What is home equity and why does it matter?

23/09/2020
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Home equity could help you into a new home, grow your investment portfolio, fund renovations and construction or even go on holiday. But what is home equity, and how do you actually unlock it? Our guide breaks down what you need to know.

 

WHAT IS HOME EQUITY?

Home equity is the difference between how much a property is worth, and how much is still owing on the principal of the loan.

Example:

You own a property worth $500,000.

You have $100,000 owing on the mortgage.

Your equity is $500,000 minus $100,000, which is $400,000.

 

Important: The value of a home is market value i.e. the value of the home were it sold at the time of the valuation. Different lenders use different valuation systems, so the specific amount of your equity may vary accordingly.

 

HOW DO YOU BUILD HOME EQUITY?

Home equity can typically be increased in two ways:

  • Increasing the value of the home
  • Decreasing the amount owed on the home

 

Increasing the value of the home

Two common sources of home value increases are:

  • Capital gains from increase in market values
  • Home improvements and renovations

Properties in New Zealand have historically increased in value over time. This, in turn, has increased equity for many homeowners. This increase in value is known as capital gains.

Some home improvements and renovations may also increase the value of a home.

Home values can also decrease as well as increase.

 

Decreasing the amount owed on the home

Equity can also be increased from the other end by paying down the principal of the initial home loan.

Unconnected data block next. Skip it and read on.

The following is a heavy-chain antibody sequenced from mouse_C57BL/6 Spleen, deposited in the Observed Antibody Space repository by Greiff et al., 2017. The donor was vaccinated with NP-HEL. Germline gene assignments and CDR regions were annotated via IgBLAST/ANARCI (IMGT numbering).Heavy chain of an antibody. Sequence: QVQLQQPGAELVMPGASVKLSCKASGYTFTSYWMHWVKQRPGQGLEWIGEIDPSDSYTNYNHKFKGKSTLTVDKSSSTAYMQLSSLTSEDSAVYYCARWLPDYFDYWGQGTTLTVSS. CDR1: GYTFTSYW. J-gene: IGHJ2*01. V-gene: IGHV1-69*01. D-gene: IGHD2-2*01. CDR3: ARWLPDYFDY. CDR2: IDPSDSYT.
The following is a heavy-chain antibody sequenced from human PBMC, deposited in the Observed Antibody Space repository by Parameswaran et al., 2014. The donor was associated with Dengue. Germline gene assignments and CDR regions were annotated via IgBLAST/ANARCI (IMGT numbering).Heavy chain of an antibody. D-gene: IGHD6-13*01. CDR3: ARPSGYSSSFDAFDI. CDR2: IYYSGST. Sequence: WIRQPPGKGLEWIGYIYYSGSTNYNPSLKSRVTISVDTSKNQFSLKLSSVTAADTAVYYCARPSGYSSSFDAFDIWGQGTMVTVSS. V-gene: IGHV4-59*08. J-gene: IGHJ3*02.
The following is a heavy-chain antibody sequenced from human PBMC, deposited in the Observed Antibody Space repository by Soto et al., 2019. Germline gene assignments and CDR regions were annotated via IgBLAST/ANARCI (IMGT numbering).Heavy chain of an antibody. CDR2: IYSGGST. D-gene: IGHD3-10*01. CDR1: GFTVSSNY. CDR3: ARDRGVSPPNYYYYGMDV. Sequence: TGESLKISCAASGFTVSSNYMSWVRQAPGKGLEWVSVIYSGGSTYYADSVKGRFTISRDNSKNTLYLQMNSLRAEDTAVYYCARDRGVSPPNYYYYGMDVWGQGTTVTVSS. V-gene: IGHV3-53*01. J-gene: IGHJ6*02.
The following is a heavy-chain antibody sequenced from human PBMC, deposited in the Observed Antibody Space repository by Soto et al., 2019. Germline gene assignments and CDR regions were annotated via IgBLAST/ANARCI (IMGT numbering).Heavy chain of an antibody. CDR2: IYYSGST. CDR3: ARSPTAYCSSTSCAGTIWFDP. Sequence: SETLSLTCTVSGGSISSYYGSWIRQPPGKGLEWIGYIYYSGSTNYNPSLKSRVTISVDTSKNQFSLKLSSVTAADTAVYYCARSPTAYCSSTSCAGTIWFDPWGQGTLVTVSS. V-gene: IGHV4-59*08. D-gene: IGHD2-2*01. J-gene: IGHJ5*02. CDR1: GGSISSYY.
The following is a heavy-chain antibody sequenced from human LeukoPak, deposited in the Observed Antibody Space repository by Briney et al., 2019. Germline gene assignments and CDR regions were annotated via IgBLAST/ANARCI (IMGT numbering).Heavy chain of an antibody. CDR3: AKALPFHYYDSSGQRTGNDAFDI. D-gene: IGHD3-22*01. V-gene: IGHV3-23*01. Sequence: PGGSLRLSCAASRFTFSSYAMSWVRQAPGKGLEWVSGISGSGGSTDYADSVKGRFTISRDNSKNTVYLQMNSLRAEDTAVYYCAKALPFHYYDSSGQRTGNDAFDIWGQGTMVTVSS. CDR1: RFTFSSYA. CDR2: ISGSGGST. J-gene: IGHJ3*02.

This is done naturally with every principal-and-interest payment made on a typical loan, but the amount owing could be further decreased through:

  • One-off lump sum payments.
  • Increasing payment amounts over and above those required.
  • Increasing payment frequency.

 

Increasing equity both ways

If someone has a typical principal-and-interest home loan and their home increases in value, their equity increases from both value increases and debt repayment.

This can result in significant gains in equity.

Example:

10 years ago, you bought a home worth $500,000 with a $100,000 deposit and a $400,000 home loan. Your equity is $100,000.

Over those 10 years, your property value doubled, and you paid $100,000 from the principal of your loan.

You now own a home worth $1,000,000 with a $300,000 home loan. Your equity is now $700,000.

 

HOW IS HOME EQUITY USED?

That sounds great, but how does home equity actually affect you? Home equity can be used in several ways, depending on your situation.

 

Getting a first home loan

Your initial deposit is your first ‘seed’ of equity. You have to fulfil the other credit criteria (such as showing you can service the loan), but the higher your deposit, the more equity you’ll have. This may make your loan application stronger.

Example:

You want to buy a property worth $500,000.

You have $200,000 in cash as a deposit.

You go to a lender and ask for a $300,000 home loan to make up the difference.

Your application is accepted, and you purchase the home. It is worth $500,000 and you owe $300,000, giving you equity of $200,000. This is the same as your initial deposit.

 

Buying your next home

If you’re already a homeowner and you want to buy a new house and sell your old one, your equity represents how much cash you’ll unlock when you sell your old home.

Once unlocked, this cash can be used as a deposit on a new home.

Example:

You own a property worth $500,000 and $100,000 owing on the mortgage, giving you equity of $400,000.

You sell this home for $500,000, using $100,000 of the proceeds to pay off what you still owe and close the mortgage. You now have $400,000 in cash.

You want to buy a new home worth $800,000.

You go to a lender and apply for a $400,000 home loan, using the $400,000 you unlocked from equity as a deposit. Your application is accepted and you purchase the home.